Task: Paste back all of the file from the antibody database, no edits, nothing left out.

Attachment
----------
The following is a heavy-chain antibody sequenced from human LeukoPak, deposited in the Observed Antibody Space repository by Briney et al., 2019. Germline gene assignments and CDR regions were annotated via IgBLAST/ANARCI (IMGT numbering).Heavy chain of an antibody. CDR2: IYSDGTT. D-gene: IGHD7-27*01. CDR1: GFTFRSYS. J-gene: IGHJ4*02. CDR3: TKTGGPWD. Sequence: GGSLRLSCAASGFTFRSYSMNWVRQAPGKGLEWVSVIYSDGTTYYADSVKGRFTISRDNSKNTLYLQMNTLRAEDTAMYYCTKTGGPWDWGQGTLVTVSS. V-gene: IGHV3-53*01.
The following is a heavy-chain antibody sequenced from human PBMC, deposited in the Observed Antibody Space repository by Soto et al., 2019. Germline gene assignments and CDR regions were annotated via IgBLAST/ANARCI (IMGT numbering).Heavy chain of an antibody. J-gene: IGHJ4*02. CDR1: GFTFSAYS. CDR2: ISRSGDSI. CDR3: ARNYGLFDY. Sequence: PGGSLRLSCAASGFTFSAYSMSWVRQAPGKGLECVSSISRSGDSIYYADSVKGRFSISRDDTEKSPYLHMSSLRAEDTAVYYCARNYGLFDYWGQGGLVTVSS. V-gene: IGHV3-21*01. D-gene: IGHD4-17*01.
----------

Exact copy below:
The following is a heavy-chain antibody sequenced from human LeukoPak, deposited in the Observed Antibody Space repository by Briney et al., 2019. Germline gene assignments and CDR regions were annotated via IgBLAST/ANARCI (IMGT numbering).Heavy chain of an antibody. CDR2: IYSDGTT. D-gene: IGHD7-27*01. CDR1: GFTFRSYS. J-gene: IGHJ4*02. CDR3: TKTGGPWD. Sequence: GGSLRLSCAASGFTFRSYSMNWVRQAPGKGLEWVSVIYSDGTTYYADSVKGRFTISRDNSKNTLYLQMNTLRAEDTAMYYCTKTGGPWDWGQGTLVTVSS. V-gene: IGHV3-53*01.
The following is a heavy-chain antibody sequenced from human PBMC, deposited in the Observed Antibody Space repository by Soto et al., 2019. Germline gene assignments and CDR regions were annotated via IgBLAST/ANARCI (IMGT numbering).Heavy chain of an antibody. J-gene: IGHJ4*02. CDR1: GFTFSAYS. CDR2: ISRSGDSI. CDR3: ARNYGLFDY. Sequence: PGGSLRLSCAASGFTFSAYSMSWVRQAPGKGLECVSSISRSGDSIYYADSVKGRFSISRDDTEKSPYLHMSSLRAEDTAVYYCARNYGLFDYWGQGGLVTVSS. V-gene: IGHV3-21*01. D-gene: IGHD4-17*01.